The findings of a Health and Safety Executive (HSE) investigation into the drowning of a 10 year-old boy, Max Palmer, during a school activity weekend has highlighted management failings. The 2002 tragedy at Glenridding Beck in the Lake District was investigated by HSE and Cumbria Police and found 'weaknesses in the management systems' which allowed an 'unsuitable' group leader to be in charge of a party of schoolchildren in a high hazard environment. It says schools and providers of outdoor education and adventure activities need to have effective management arrangements in place to ensure that leaders taking young people into hazardous environments are properly selected and supported. HSE deputy director general Justin McCracken said: 'HSE believes that school trips are a vital part of a child's education. It would be a sad day if misplaced risk aversion deprived them of such opportunities. On the contrary, adventure activities provide the ideal opportunity to make children 'risk aware' by involving them in practical decision-making in challenging environments.' Steve Sinnott, general secretary of teaching union NUT, commented: 'The sad death of Max Palmer emphasises the supreme importance of ensuring that every aspect of a trip is planned very carefully. Teachers and pupils benefit enormously from school trips. It would be damaging to children's education and development if such events did not take place in the future.' NASUWT general secretary Chris Keates welcomed the HSE report, adding: 'NASUWT also agrees with the HSE that risk assessment and quality of staff training must be improved significantly.' The report echoed recommendations on school trips published by the education select committee last month (Risks 195).
Tobacco industry front group FOREST is 'blowing a dense cloud of poisonous smoke' over the issue of passive smoking, says health campaign group ASH. FOREST, which receives almost all its funding from tobacco companies, this week held a press conference to 'challenge the Chief Medical Officer' to prove that secondhand smoke is a danger to health. It also demanded that the government set up an 'independent panel of experts' to look at the scientific evidence. ASH counters that the government already has such a committee. The Scientific Committee on Tobacco and Health (SCOTH), made up of fifteen of the most eminent medical scientists in Britain, reported last year that there is an increased risk of lung cancer for non-smokers exposed to secondhand smoke of about 24 per cent (Risks 179). ASH director Deborah Arnott said FOREST was just using delaying tactics and 'is paid by the tobacco industry to deny the truth that other peoples tobacco smoke is a risk to your health.' She added that 'every time doctors and scientists produce their evidence FOREST simply refuses to accept it. Like the tobacco companies for which it fronts, FOREST is trying to cover the truth in a dense cloud of poisonous smoke. It has no credibility on this issue and its pronouncements do not deserve to be taken seriously.' Hospitality groups, keen to evade workplace smoking controls, raised near identical FOREST-style challenges to the passive smoking evidence this week. Local authorities in more than 30 cities and towns in England are considering local bans on smoking in public places.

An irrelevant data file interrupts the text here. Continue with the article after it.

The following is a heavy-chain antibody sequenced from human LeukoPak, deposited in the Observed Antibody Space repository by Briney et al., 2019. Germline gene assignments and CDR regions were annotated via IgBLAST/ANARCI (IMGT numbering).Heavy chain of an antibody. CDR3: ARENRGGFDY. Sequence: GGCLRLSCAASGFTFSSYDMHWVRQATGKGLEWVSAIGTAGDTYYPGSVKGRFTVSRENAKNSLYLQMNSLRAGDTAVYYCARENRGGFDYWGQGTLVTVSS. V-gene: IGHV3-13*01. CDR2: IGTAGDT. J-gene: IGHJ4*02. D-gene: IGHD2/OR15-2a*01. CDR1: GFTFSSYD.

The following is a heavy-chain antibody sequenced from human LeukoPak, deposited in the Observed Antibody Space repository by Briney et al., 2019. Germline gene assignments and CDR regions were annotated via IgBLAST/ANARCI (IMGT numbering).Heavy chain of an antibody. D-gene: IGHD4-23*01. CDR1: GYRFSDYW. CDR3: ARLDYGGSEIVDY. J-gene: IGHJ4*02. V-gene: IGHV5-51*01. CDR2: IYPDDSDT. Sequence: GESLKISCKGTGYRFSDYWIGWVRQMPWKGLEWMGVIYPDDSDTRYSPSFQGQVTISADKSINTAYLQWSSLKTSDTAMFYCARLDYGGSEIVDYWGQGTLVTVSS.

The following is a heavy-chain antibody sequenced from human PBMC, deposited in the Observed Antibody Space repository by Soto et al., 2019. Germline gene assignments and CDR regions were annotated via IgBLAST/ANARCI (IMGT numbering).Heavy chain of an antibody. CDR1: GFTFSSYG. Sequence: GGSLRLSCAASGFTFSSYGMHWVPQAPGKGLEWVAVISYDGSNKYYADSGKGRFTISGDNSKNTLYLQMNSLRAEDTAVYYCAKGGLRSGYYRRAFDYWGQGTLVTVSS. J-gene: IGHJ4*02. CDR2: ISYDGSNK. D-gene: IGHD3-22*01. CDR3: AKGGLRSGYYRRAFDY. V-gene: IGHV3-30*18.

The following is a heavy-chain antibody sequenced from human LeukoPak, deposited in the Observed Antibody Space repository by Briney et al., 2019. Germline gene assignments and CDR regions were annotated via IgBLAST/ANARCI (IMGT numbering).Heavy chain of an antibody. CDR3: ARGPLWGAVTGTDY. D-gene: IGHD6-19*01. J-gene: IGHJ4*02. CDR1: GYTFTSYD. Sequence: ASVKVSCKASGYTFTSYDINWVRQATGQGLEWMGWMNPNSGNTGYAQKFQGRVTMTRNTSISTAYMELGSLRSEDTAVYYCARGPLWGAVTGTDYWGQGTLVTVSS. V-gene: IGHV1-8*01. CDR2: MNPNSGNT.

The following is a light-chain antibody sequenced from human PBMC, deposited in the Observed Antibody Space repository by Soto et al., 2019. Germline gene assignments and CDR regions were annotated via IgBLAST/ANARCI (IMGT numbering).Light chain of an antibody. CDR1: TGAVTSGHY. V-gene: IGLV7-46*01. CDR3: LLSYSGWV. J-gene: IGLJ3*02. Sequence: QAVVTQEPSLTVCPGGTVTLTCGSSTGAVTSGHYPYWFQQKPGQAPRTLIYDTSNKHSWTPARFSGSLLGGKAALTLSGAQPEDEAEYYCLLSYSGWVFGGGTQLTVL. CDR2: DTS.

The safety agency covering the Australian Capital Territory (ACT), the region including capital city Canberra and the home to the federal government, has announced new spot fines for minor safety breaches that may have otherwise gone to court. Commissioner Erich Janssen says WorkCover inspectors can now issue the fines for breaches of safety laws. He added that parties will have 28 days to pay or dispute an infringement notice after which the matter can be referred to the Magistrates Court. 'This would serve the purpose of reducing time and resources spent on prosecutions, but provide a ready tool to get compliance where there have been breaches without the need for a complete prosecution,' Mr Janssen said. Earlier this year, the Canadian province of Ontario implemented similar on-the-spot fines, with inspectors allowed to levy them on either employers or workers, a move condemned by unions as 'outrageous' and a 'blame the worker' mentality (Risks 192).
Wal-Mart, the worlds largest retailer, is to pay fines in Canada totalling Can$500,000 (£215,700) for multiple health and safety violations. Wal-Mart Canada Corp., part of the viciously anti-union global chain, pleaded guilty to 25 charges of failing to notify the Workplace Safety and Insurance Board (WSIB) within three days of learning of injuries to its workers. 'People who fail to comply with the Workplace Safety and Insurance Act, are undermining the effective operation of Ontario's workplace safety and insurance system,' said Wayne Pushka, director of the WSIB security and investigations branch. 'By prosecuting these offences, the WSIB is helping to ensure a fair and effective workplace safety and insurance system and safe and healthy workplaces for all Ontarians.' Last month in the US it was revealed that Wal-Mart, the countrys largest employer, not only used child labour to do highly hazardous work in its US stores, it struck a sweetheart deal giving the company fifteen days advance notice before any investigation of future violations of federal child labour laws. The multi-billion dollar company agreed to pay a $135,000 (£71,600) fine, but as part of the agreement its representatives got the sweetheart deal that could insulate it from getting caught in future violations (Risks 195). After facing widespread criticism, the US Labor Department has now agreed to investigate the sweetheart deal.
Every day, 30,500 hogs enter a sprawling complex of metal buildings in Bladen County, North Carolina, at the heart of the US pork belt. The job of killing, cutting and packaging is performed by 6,000 people at the Smithfield Packing Co. plant, the world's largest pork slaughterhouse. The plant in Tar Heel has been described by some as a harsh and dangerous workplace where people toil until their bodies give out and they either quit or get fired. But what really goes on inside the walls of the massive plant remains unknown, even to the state agency charged with protecting North Carolina workers. When the states Department of Labor inspected the plant earlier this month, it was only the second planned inspection there since Smithfield began its operation in Bladen County 13 years ago. Against stiff company resistance, the United Food and Commercial Workers union (UFCW) has been trying to organise workers at the plant for more than a decade. A collective bargaining contract would, among other things, strengthen worker safety programmes at the plant, the union contends. In December 2004, the National Labor Relations Board ordered a new union election at the plant after it determined that the company had used unfair labour practices, including threats against employees, to try to quash the union campaign. Animal slaughtering and processing plants record some of the highest injury rates in North Carolina: 9.2 cases for every 100 workers in 2003, the last year for which statistics are available.